Having returned to the station, we rested and early the next day at 5:00 a.m. we were on our journey down the mountain. It took us only one day to come down. This once-in-a-lifetime experience I will always treasure, filling me with thanksgiving to God for the marvels of his creation.
Now we hear from Charlie :
Soon after the climb, in Charlotte’s monthly newsletter we read :
I am very happy to inform that in the last couple of days we have started to bore for water.
It’s an amazing thing to see. The guys are absolutely drenched and covered in mud and it attracts quite an audience. As my father said, Moses would be proud. It’s quite a challenge though ; the first borehole site hit rock and caved in. The terrain in Chekereni is solid volcanic rock, which doesn’t make things easy.
Water though, and access to it, is precious here and it will mean the girls don’t spend valuable study time
fetching buckets. I would climb the mountain again if I could. Frostbitten toes are an easy sacrifice when
you can so tangibly see the impact of fundraising.
Here is Charlie’s own account of the climb :
The Sisters and I made it to the top ! Them faster than me, I might add. I think for me I took ‘Pole Pole’(Kiswahili for ‘slowly’) to heart & made Gilman’s Point after 8 hours or so & Uhuru, 2 hours later. Sadly Dad succumbed to the effects of altitude on day 4 above 4,000m. Now, recovering from frostbite on toes and sunburn on nose. So am wobbling til New Year ! :-)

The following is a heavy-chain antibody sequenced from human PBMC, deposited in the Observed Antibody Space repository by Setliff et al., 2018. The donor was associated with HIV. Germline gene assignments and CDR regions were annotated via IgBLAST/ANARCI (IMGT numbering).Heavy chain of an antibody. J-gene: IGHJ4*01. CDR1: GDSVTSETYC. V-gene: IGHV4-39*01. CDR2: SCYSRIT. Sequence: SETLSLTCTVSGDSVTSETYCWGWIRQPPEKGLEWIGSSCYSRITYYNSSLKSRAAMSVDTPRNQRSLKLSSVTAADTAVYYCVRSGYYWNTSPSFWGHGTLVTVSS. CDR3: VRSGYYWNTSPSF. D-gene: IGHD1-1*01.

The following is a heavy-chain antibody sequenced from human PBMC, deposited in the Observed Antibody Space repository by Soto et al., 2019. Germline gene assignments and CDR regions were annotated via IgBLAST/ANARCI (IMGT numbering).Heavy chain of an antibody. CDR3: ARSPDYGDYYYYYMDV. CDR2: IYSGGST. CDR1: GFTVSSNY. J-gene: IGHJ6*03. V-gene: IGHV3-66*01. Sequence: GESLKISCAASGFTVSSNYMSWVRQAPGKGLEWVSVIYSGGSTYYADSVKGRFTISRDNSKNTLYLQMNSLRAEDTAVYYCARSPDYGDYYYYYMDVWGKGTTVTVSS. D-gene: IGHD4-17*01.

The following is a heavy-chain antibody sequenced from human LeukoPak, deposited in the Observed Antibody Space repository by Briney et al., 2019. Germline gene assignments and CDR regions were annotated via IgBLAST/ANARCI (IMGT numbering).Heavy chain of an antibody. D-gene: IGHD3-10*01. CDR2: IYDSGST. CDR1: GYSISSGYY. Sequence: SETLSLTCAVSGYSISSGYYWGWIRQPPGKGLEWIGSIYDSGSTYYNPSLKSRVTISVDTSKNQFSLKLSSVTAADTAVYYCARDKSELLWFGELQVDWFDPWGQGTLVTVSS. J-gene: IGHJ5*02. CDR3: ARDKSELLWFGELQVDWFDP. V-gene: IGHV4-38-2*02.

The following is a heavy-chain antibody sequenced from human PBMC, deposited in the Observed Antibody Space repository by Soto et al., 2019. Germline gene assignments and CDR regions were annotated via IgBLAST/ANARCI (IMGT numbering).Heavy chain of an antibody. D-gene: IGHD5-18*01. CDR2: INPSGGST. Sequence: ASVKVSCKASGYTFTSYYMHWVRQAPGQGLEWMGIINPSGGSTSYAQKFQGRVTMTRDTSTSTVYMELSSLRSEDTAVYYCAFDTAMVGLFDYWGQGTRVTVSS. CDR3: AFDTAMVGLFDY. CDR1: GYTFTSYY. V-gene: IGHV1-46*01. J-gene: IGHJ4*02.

I would like to thank again all the donors in the UK who have made it possible. Our mountain
climb to date has been raised over GBP 7,000 to date (excluding Gift Aid). Whilst Dad sadly didn’t make
the peak, his fundraising back in the UK has been fab and is so appreciated. We continue to work towards our total, which remains ambitious and hope we can have the tanks and pipes laid this month. I would also like to thank all those who got us to the top of the mountain (guides, cook, waiter, porters whose job isn’t easy) and SHOCC, the UK charity, for enabling us to fundraise in the UK for Chekereni.
Back in England, Charlie’s school, Leweston, featured her in the school newspaper and gave a donation to the project. Here’s an excerpt :
Leweston Old Girl helps build a School in Tanzania
Old girl, Charlotte Coltman, who left Leweston in the early 90’s is currently working unpaid on an ambitious project to build a girls boarding secondary school in the Kilimanjaro-Moshi region of Tanzania after 9 years working in finance in London. She is managing the project in partnership with the Assumption Sisters who will actually be running the school. Her role is multifaceted and includes everything from fund-raising (locally & abroad), to project management, site inspections, factory visits, volunteer management and financial governance etc. Leweston wish her great success. Charlotte recently climbed Kilimanjaro to raise money for the project alongside some of the Assumption sisters themselves. The money raised has allowed them to start drilling a borehole for the school.
Sr. Lucy Marandu